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A man wearing earbuds, leaning forward mid-workout
A man wearing earbuds, leaning forward mid-workout

Have you ever hit a wall during an intense exercise session and felt like you couldn’t go on? If you’re an endurance athlete or someone who participates in high intensity exercise, you might be familiar with a dreadful sensation called bonking.

Bonking is a state in which your body runs out of its glycogen stores during intense exercise. High-intensity athletes may be at a greater risk of bonking, or hitting a wall, if they don’t properly fuel, rest, and recover.In this article, we break down what bonking is, why it happens, and how you can better support your body to prevent this phenomenon while exercising.

What Does Bonking Feel Like?

Bonking occurs when your body runs out of its stored glucose, or glycogen. It most commonly affects endurance athletes such as long distance runners or cyclists who are training for long periods of time.

You may be familiar with the experience of “hitting a wall” whether it be at the end of a long day or when you get tired on a long hike. Bonking, however, is a much more intense sensation, and can leave you feeling as if your body’s ‘engine’ is failing.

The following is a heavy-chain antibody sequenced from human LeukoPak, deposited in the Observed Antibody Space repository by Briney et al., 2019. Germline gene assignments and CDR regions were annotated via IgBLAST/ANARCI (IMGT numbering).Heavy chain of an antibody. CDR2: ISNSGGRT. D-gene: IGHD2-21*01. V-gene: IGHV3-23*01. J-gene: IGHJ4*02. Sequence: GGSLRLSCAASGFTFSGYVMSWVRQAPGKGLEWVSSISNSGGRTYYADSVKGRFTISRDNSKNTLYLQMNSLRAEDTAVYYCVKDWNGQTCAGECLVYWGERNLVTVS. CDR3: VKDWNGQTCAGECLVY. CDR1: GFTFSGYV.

A bonk can cause a sudden shortage of energy. This is followed by symptoms like leg cramps, dizziness, extreme weakness, and even the inability to continue moving.

How Glucose Is Connected to Bonking

Dinner plate with salmon, greens, and rice plus bowl of tomatoes on dinner table

Glucose enters your body in the form of carbohydrates that you consume from foods (like whole grains, legumes, or fruits) and acts as your body’s main fuel source. After you eat, glucose travels through the digestive system straight into the bloodstream.

Insulin is then released by your pancreas to help glucose enter your cells so that it can be used for a variety of different functions. When we consume more glucose than we might need, the excess is stored as glycogen in liver and muscle cells as well as converted to fatty acids when glycogen stores are filled.

Your body uses these glycogen stores as fuel when the body runs out of glucose. If you’re on a keto diet and limiting your carb intake, your body will use ketones as its primary fuel source.

What Causes Your Body to Bonk?

Glycogen is stored in several locations throughout the body, such as your liver, muscles, heart cells, brain cells, and kidney cells. As you engage in exercise, your body will first use glucose that is available in your bloodstream. Once that runs out, it’ll turn to the liver and muscle glycogen stores.

When this source becomes depleted, your body recognizes that it has reached its physiological limit. The brain then starts sending signals to the muscles to limit their function and avoid muscle damage.